Nature Explore Classrooms Have Dramatic Effects on Child Behavior
Reprinted with permission from the Arbor Day Journal, November/December 2011
John Rosenow, Arbor Day Foundation Chief Executive
As parents, teachers, and youth leaders gain experience with the use of Nature Explore Classrooms, they are reporting some remarkable positive effects on children’s behavior. For example, a mother related this story to an Arbor Day Foundation staff member a few days after visiting the Nature Explore Classroom at Arbor Day Farm. She related how the oldest of her three children had autism. His condition was severe enough that it often was challenging to find things that she could do with all her children together. She had heard about the Nature Explore Classroom and decided one afternoon to take her children there. She commented she expected her son would tolerate being there for maybe 20 minutes, but 20 minutes soon turned into an hour... then one hour turned into two! She said her son was totally engaged in the site. His siblings saw him in a whole new light. Most amazing, she said, was that when they got home, the son, who seldom communicated with words, excitedly told his dad about his adventures in the outdoor classroom. This mother began to cry. She commented that, for many people exploring and playing in the Nature Explore Classroom was a fun way to spend an afternoon. For her family, it became a whole new way to communicate with their son.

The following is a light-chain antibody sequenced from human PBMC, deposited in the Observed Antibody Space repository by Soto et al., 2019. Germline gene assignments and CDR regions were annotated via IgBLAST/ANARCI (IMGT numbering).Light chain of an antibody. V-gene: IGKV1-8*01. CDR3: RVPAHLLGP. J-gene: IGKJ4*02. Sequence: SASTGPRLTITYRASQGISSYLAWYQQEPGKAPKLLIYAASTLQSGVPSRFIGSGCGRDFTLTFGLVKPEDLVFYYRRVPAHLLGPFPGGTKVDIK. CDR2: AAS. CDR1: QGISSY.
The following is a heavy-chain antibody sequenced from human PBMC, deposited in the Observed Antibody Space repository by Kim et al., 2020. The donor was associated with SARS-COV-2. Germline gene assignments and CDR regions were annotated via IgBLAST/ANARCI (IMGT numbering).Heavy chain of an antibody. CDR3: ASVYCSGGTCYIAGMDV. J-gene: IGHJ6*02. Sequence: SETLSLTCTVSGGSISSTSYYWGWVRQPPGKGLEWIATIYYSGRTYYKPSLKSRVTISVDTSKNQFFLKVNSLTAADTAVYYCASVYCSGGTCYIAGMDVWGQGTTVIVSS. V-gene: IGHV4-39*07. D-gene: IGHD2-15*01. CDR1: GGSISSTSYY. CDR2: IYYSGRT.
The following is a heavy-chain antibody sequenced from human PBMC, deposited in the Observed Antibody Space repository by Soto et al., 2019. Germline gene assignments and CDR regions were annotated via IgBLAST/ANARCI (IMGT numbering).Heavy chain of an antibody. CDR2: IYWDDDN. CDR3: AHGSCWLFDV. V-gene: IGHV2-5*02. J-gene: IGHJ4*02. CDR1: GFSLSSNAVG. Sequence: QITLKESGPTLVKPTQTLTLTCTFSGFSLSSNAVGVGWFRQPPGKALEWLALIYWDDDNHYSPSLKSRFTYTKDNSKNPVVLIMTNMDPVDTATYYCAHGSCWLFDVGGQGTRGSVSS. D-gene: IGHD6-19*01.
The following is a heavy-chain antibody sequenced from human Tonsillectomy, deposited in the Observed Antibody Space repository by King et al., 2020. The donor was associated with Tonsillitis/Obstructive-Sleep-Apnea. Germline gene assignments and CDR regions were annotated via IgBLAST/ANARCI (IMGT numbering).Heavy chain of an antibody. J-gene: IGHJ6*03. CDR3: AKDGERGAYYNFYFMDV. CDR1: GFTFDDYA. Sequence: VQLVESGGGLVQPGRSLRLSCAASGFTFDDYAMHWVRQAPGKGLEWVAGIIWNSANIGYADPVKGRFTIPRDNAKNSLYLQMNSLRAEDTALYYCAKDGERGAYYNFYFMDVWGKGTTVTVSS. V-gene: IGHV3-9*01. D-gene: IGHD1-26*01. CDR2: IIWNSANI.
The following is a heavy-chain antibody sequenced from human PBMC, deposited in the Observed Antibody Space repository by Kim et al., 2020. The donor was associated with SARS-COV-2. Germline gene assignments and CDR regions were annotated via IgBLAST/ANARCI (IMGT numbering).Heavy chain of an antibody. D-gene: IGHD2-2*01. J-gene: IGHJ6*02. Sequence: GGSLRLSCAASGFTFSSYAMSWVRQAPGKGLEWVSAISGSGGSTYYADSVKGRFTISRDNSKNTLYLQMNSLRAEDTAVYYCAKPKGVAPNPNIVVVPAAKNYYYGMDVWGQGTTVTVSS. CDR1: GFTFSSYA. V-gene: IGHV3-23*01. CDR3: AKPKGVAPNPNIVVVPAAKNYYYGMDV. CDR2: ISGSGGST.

Susie Wirth, Nature Explore outreach director, has noticed how activities at the Classroom can help groups of visiting children become more settled and observant when she leads them on a nature hike. She says, “Rather than immediately starting children off on a hike, we now start by giving them time to play and explore on their own in the Nature Explore Classroom. This has been transformational. We find it leads to much greater curiosity. Their pace is slower, they observe more closely, identifying patterns in nature they might have otherwise missed. And behavior problems on the trails are non-existent.”
Margaret Lambert, education coordinator at Nisqually National Wildlife Refuge in Washington, has also noticed that children at their Nature Explore Classroom seem more focused and interested. She reported, “There is very little running around. Children are engaged in focused activity and intuitively know what to do. Parents are commenting on what a great space it is and they are spending time there with their children.”
One goal of the Nature Explore program is to connect children with nature and provide positive outdoor experiences at a young age. Another is to enhance skills ranging from personal observation to cooperation and team work. “But best of all,” says Susie Wirth, “is to see children and the adults who accompany them having fun. For those of us who are educators, it makes it more fun for us, too.”
More information about Nature Explore can be found at www.NatureExplore.org.